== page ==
Do you remember of Nick Waterhouse, that guy looking nerdy who pretends to be black and that wearing like he was a man of the first half of the past century, he sings old-fashioned rhythm and blues, jazz, soul, boogaloo? Well, that guy is now back with his third album. ‘Never Twice’ (Innovative Leisure), produced by Nick himself with Michael McHugh (Black Lips, Ty Segall, Allah-Las) was in fact out last September 30 and two years later the previous ‘Holly’.
With a very composite band and as consequence with very accurate arrangments, Nick Waterhouse made another album that will be surely much considered by critics and public because its easy-listening and catchy sonorities and also because in a certain sense his revivalism could be included in what it is actually a sort of fascination in the new generations relating the past and in particular that period of time. Don’t know, Nick Waterhouse it’s like the burlesque, it’s like the theme parties in which everyone like to wear like he was in the thirties. Probably ten years ago we would have define him like a creep or something similar, nowaday it has been adopted the definition, ‘hipster’. Guess director Noah Baumbach (previously well appreciated for ‘Greenberg’ and ‘Frances Ha’) made a good movie about what’s actually this cultural of the revivalism in the youth generations. The movie is actually, ‘While We’re Young’ (2014), and centered on the story of a New York-based documentary filmmaker and his wife, who begin hanging out with a couple in their 20s. Much more than a contrast between two generations, where appearently the couple who are in their 20s (Adam Driver and Amanda Seyfried) seem to have a point of disgust for all the innovation technologies and the nowaday society, the movie it’s probably much more what it is actually a sort of annoyance of the couple composed by Ben Stiller and Naomi Watts in considering that they’re now 40s and that what were actually their ideals and considerations are rather different between what are the cultural contents of the following generation.
On the other hand, for example, it would be no a surprise for you to know that Nick Waterhouse is a singer a songwriter, but also a record producer. He worked with his friends Allah-Las since their debut, but a part from this, he performanced since from ten years ago with artists as Ty Segall, Mikal Cronin, The Growlers, Cold War Kids. I mean, despite his so fascinated and taking inspiration from a period related to the past, he is also (thirty years old last February) a guy of his time and perfectly immersed in the cultural context of the place in which he actually lives, the city of Los Angeles, California. And this is probably the point to pay attention to. I mean, what does it rapresent a figure like Nick Waterhouse in the nowaday cultural context and society?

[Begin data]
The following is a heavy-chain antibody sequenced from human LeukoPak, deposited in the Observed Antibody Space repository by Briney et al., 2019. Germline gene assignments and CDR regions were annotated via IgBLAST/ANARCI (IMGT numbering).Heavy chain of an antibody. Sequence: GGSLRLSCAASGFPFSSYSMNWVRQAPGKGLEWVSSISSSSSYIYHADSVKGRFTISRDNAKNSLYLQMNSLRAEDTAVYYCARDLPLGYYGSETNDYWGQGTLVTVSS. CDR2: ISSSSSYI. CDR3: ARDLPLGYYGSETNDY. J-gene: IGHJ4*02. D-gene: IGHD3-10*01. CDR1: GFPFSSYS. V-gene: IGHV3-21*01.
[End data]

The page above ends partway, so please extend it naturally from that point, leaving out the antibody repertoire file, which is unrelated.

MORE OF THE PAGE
I, personally, don’t appreciate revivalism. I consider there’re actually good things into our society and also bad things, but I’m never going to relate myself to the past. It is definitely gone, we at least could consider what’s gone has part of our cultural heritage and use it as something we own naturally, perhapes also as a font of inspiration, but not because we have to walk on the old same layout and adopering always the same old schemes.
Don’t know if revivalism could also be considered as a sort of opposition to the actual society and I don’t think it is the intent of Nick, that I suppose he is just fascinated by an era he has not lived directly. And this probably much more because he doesn’t like the previous generation than the one he is actually part.
Despite all this consideration, and coming finally to analyse the contents of the album, it is undoubt that Nick Waterhouse is a good musician and songwriter and that ‘Never Twice’ it’s an accurate easy-listening revival work. Don’t expect obviously any particular innovation listening to it, but just limitate yourself to appreciate what it is actually something that my best friend would define as music for lounge bars. From the soul rhythmate of ‘It’s Time’, the opening track, where is the organ to articulate the time, to the boogaloo soul of ‘I Had Some Money (But I Spent It)’ and ‘Tracy’, the groovy ‘Straight Love Affair’ with a particular use of the choir taken out from the tradition of gospel. The piano ballad, ‘Lucky Once’, the suburban rhythm and blues of, ‘La Turnaround’, a ballad like, ‘The Old Place’, or the calypso long one, ‘Stanyan Street’ with an interesting and dominant use of the saxophone, in practice Nick explored another time the world of sonorities of the 1950s rhythm and blues and club jazz and the 1960s soul and boogaloo. Someone refers also to the mix with a contemporary sensiblity that give to this album a particular relevance into our time, but I must admit that, even if I consider this one his best record and the one in which his songs are more various than in the past, also this time I actually don’t hear nothing like this into ‘Never Twice’. It’s just a revivalist and well-played easy-listening album.
The big question this time is, on the contrary, with ‘Time’s All Gone’ and ‘Holly’, Nick Waterhouse surely acquired a lot of fame and recognitions into the so-called indie culture. Will this new album launch him and make him famous and known also from a bigger audience? Possibly not composed just by what are actually Second World War veterans.
You can also read this review at machchapuchchare